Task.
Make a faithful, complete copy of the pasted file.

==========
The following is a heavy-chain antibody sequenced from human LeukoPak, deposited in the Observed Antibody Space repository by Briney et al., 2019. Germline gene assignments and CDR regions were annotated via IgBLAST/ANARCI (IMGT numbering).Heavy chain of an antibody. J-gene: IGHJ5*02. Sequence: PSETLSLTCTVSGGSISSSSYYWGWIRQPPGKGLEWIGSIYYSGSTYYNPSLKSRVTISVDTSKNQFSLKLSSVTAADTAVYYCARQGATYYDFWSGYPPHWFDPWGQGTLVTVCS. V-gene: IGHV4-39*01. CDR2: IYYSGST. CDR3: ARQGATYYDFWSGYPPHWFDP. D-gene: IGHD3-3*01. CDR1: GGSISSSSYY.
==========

The following is a heavy-chain antibody sequenced from human LeukoPak, deposited in the Observed Antibody Space repository by Briney et al., 2019. Germline gene assignments and CDR regions were annotated via IgBLAST/ANARCI (IMGT numbering).Heavy chain of an antibody. J-gene: IGHJ5*02. Sequence: PSETLSLTCTVSGGSISSSSYYWGWIRQPPGKGLEWIGSIYYSGSTYYNPSLKSRVTISVDTSKNQFSLKLSSVTAADTAVYYCARQGATYYDFWSGYPPHWFDPWGQGTLVTVCS. V-gene: IGHV4-39*01. CDR2: IYYSGST. CDR3: ARQGATYYDFWSGYPPHWFDP. D-gene: IGHD3-3*01. CDR1: GGSISSSSYY.